Lessons learned from a recent R package submission

January 21, 2012
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(This article was first published on Statistical Modeling, Causal Inference, and Social Science » R, and kindly contributed to R-bloggers)

R has zillions of packages, and people are submitting new ones each day. The volunteers who keep R going are doing an incredibly useful service to the profession, and they’re busy.

A colleague sends in some suugestions based on a recent experience with a package update:

1. Always use the R dev version to write a package. Not the current stable release. The R people use the R dev version to check your package anyway. If you don’t use the R dev version, there is chance that your package won’t pass the check. In my own experience, every time R has a major change, it tends to have new standards and find new errors in your package with these new standards. So better use the dev version to find out the potential errors in advance.

2. After submission, write an email to claim it. I used to submit the package to the CRAN without writing an email. This was standard operating procedure, but it has changed. Writing an email to claim about the submission is now a requirement. There is a good reason. The R team is afraid that the package was not submitted by a legal developer. So there is a security issue involved here. Write an email to remind them that you submit a package, not a virus.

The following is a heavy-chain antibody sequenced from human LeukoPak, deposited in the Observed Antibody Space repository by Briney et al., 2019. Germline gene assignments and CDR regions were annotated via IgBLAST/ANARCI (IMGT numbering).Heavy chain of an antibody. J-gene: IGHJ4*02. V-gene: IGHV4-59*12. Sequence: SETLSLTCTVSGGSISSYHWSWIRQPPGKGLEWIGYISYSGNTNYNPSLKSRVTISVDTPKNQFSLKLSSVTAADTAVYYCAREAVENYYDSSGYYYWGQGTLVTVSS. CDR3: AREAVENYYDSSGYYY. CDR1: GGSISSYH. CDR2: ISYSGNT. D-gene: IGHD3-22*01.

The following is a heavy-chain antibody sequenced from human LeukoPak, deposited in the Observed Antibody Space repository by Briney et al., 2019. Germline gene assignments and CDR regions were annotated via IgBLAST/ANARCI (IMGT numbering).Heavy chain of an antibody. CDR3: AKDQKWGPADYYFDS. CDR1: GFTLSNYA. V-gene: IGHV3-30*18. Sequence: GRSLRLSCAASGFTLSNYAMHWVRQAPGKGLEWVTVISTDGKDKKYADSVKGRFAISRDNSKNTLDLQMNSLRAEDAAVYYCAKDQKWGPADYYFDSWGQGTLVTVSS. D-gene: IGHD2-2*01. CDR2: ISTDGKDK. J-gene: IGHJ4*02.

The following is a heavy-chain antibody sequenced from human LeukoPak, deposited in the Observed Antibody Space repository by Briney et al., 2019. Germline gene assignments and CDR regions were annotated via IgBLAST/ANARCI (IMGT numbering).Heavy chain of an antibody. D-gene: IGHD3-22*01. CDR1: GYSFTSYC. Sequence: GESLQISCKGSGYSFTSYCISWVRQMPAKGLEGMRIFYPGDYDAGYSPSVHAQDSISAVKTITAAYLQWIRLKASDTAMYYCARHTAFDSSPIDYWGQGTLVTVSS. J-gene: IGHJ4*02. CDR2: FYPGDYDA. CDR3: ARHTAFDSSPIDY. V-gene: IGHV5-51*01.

3. The R people are busy. The number of R packages submitted to CRAN is growing exponentially. So the R people’s working loads are heavy. We should understand their situation and try to work with them to solve the package issues, when problems come up.

The first two lessons are the most important. If you have done the first two, I believe you won’t need the third one.

I’ve never actually written an R package myself—my last experience with this sort of thing was several years ago, using dyn.load and dyn.load2 in S—but I’ve used many R packages and I’ve contributed to several widely-used R packages. So I really appreciate the effort put in by the central R people, and I’m posting this note as a way to make their lives easier and also help the people who are writing and updating R packages.

The post Lessons learned from a recent R package submission appeared first on Statistical Modeling, Causal Inference, and Social Science.

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